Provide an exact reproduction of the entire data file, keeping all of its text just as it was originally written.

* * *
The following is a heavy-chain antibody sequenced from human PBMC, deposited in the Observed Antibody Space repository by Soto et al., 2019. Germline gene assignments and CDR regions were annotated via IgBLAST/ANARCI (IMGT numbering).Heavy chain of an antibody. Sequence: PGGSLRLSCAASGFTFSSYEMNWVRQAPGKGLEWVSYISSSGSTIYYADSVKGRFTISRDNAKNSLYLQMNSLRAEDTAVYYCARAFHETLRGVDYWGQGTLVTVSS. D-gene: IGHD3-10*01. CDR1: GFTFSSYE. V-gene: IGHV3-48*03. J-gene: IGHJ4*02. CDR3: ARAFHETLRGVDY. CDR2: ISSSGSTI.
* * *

The following is a heavy-chain antibody sequenced from human PBMC, deposited in the Observed Antibody Space repository by Soto et al., 2019. Germline gene assignments and CDR regions were annotated via IgBLAST/ANARCI (IMGT numbering).Heavy chain of an antibody. Sequence: PGGSLRLSCAASGFTFSSYEMNWVRQAPGKGLEWVSYISSSGSTIYYADSVKGRFTISRDNAKNSLYLQMNSLRAEDTAVYYCARAFHETLRGVDYWGQGTLVTVSS. D-gene: IGHD3-10*01. CDR1: GFTFSSYE. V-gene: IGHV3-48*03. J-gene: IGHJ4*02. CDR3: ARAFHETLRGVDY. CDR2: ISSSGSTI.